Your chimney plays a very significant role in the secure use of your fireplace or wood-burning heater. Many homeowners are amazed to hear that poorly-maintained flues and chimneys are in reality one of the common causes for home fires. When it comes to your firewood or gas-burning machine, there are plenty of parts that go into keeping your home safe, including the chimney liner.

How Does it Get Done?

Ceramic coating sprayed within your chimney blocks and plugs any gap or cracks, and coats an even ceramic layer which provides the correct passageway for the smoke and any harmful emissions to disband from the fire directly out the crown of your chimney. It also controls any further acid corrosion and prevents damage being done to the flue which not only ensures your chimney is protected to use but also puts your mind at rest that no expensive repairs will be needed.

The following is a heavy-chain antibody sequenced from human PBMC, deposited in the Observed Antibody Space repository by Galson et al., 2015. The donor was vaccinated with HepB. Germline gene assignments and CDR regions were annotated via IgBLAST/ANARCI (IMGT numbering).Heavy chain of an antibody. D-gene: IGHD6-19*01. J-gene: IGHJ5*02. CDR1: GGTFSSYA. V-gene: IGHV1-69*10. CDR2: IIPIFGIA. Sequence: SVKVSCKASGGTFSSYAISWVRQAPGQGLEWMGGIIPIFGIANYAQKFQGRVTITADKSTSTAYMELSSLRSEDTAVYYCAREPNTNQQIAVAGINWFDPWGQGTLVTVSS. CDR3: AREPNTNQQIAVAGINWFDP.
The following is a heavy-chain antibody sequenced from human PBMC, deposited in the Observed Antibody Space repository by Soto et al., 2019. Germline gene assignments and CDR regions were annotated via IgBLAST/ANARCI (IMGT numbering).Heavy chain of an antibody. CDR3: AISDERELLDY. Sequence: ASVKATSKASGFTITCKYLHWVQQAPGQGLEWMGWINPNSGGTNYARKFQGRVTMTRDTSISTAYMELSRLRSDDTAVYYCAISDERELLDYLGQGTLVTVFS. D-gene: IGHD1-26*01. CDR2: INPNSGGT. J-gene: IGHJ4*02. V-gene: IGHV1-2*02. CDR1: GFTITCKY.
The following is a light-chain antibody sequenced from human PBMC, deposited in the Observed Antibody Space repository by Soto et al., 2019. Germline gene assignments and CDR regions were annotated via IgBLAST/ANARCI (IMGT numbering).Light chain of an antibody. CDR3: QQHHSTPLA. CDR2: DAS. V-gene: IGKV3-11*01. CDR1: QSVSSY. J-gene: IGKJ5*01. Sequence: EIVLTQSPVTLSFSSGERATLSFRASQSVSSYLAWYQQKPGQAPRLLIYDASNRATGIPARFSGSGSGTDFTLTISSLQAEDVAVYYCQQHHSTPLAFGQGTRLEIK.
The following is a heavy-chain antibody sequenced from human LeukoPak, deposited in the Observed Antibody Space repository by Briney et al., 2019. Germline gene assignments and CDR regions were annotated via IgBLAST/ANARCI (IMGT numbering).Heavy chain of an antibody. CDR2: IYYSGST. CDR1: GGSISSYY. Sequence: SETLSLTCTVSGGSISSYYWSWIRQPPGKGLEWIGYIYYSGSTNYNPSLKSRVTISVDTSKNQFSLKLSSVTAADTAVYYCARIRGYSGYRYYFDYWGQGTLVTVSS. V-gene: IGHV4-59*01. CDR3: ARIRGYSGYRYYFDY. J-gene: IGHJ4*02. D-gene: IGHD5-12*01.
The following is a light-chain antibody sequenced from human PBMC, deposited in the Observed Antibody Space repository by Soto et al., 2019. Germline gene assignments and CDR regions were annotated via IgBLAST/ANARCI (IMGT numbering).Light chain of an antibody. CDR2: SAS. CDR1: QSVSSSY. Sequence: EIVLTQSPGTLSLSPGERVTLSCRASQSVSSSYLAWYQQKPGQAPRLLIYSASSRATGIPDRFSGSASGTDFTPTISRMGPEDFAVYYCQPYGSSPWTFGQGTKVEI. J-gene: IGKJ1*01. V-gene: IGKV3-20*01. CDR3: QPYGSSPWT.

It is applied with a sprayer. On the vertical walls, i.e. most of the chimney, it should be applied from base to top because as the material comes out of the sprayer it runs down the chimney and gets absorbed into the chimney underneath the area is working on. The top requires extra attention or it’d only obtain one pass. Afterward than you come to an end about 15 minutes’ worth, do it another time just to make sure the entire structure gets a good soaking.

 Benefits of Ceramic Coating

  • Avoid Overheating of the Chimney and Lengthens Its Lifespan
  • Seals crack preventing heat loss, considerably saving heat energy
  • Excellent resistance to powdering
  • Forms gas-tight surface
  • Cost-Effective
  • Increases the security of a home, advance the operation of the fireplace and guard the smoke chamber

Sealing the Chimney Breast